preferred3To better understand the scope and effects of truancy and absences so officials can address them, a new law will require schools to collect and review chronic absence data. Sponsored in the Illinois Senate by State Senator Jacqueline Collins, the measure was signed into law Friday.

“There are many complex causes behind absences or chronic truancy,” Collins said. “We need to identify those factors and how widespread they are so we can work directly with schools and families to address the root causes of why so many of our children are not making it to class. And I want to thank the bill’s House sponsor, Representative Linda Chapa LaVia for sponsoring this legislation.”

The legislation also encourages schools to provide support to students who are chronically absent. The legislation was House Bill 3139, and takes effect in July of 2018.

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Grieving families who might be unaware their departed loved one left them a life insurance policy would be protected by a stronger Unclaimed Life Insurance Benefits Act under new legislation by State Sen. Jacqueline Collins and Illinois Treasurer Michael Frerichs that passed the Illinois General Assembly today.

“As our technology and our best practices are updated and improved, we need to consider how that can also improve our accountability to the taxpayer and the consumer,” Collins said. “Dementia might rob an elder of the memory of their insurance policy, and not every grieving family has somebody on retainer to keep such affairs in order. In an age when we can computerize and automate these matters, we owe it to them to make the effort.”

Enacted last year after collaboration between Treasurer Frerichs and Senator Collins, the Unclaimed Life Insurance Benefits Act requires insurance companies to check their policies against a state database to determine whether a policyholder has died, and then to take reasonable steps to ensure the beneficiaries receive their due payout. The new provisions would require companies to reach back into their records and check any lapsed policies back to 2000 to determine if policies were unpaid.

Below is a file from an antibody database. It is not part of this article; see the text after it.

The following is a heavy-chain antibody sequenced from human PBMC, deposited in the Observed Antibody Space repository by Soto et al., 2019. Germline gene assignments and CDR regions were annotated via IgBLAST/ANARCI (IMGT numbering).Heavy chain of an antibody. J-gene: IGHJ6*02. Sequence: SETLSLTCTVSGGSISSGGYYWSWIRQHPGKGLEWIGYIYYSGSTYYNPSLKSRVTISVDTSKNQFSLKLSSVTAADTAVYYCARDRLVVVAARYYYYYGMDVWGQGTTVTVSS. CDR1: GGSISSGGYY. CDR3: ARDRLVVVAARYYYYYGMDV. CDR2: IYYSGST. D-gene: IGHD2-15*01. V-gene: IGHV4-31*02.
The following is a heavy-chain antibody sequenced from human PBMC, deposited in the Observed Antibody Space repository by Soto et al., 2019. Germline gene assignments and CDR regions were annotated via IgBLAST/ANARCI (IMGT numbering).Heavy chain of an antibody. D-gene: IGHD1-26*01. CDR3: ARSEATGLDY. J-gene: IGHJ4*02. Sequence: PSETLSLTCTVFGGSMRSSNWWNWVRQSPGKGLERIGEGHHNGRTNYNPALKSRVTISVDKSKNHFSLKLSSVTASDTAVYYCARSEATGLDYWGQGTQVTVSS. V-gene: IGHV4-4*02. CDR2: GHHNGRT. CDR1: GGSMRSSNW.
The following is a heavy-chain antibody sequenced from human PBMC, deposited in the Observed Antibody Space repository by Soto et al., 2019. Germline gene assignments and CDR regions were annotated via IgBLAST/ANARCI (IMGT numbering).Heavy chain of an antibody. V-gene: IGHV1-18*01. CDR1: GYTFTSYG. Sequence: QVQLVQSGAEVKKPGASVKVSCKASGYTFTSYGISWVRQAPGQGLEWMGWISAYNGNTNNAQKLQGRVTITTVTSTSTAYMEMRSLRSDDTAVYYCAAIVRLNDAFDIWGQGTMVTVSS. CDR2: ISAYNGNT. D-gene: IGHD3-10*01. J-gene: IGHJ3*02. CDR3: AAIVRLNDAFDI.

“In Illinois alone, hundreds of millions of dollars have been directly paid to beneficiaries as a result of insurance companies comparing their policies to the Death Master File,” Collins said. “That should show us that this is more than just a question of advocating for consumers. It’s just one way that state government should be fighting inequality in our society.”

House Bill 302 passed the Illinois Senate 36-19 today. It awaits the governor’s signature to become law.

001collinsState Senator Jacqueline Collins made the following statement after voting yesterday for a spending plan designed to break the destructive state budget impasse and fund crucial anti-violence measures such as afterschool and early childhood development programs, Teen REACH, and funding for universities and community colleges that also includes MAP grant funding:

“I acted today to do what my constituents and all Illinoisans have demanded: To bring an end to the disorder and negligence caused by the lack of a state budget. Government’s first duty is to safeguard all of its citizens,” Collins said. “In that duty, we have been irresponsible for more than two years. Now is the time to take responsibility. With each passing day, there are those for whom it will be too late. Now is the time for the House and for Governor Rauner to come together on a budget.”

Article VII, Section 2SPRINGFIELD – State Sen. Jacqueline Collins, D-Chicago, issued the following statement following the governor’s budget address today, in which he called for more State Police to patrol the highways surrounding the city of Chicago.

“Without a budget, the state loses $11 million a day. That cost is too high a price for our students and our seniors to pay,” Collins said. “In three years, we have yet to see a balanced budget from the Governor. The issues of term limits and worker’s compensation have nothing to do with proposing and presenting a budget.

“The State of Illinois is teetering on financial ruin and instability. It is the Governor’s duty under the Illinois Constitution to present a budget. The rhetoric espoused by the Governor today originated in an alternative universe peppered with alternative facts.

“Governor Rauner’s proposal does nothing to address the violence within Chicago, but simply seeks to wall it off from the outside. It’s a tone-deaf move that further distracts from the fact that the Senate continues to do his job for him. It is his duty under the Illinois Constitution to present a budget, not the Senate’s.”

Contact Info

Chicago Office:
1155 W. 79th St.
Chicago, IL 60620
(773) 224-2830

Springfield Office:
M114 Capitol
Springfield, IL 62706
(217) 782-1607

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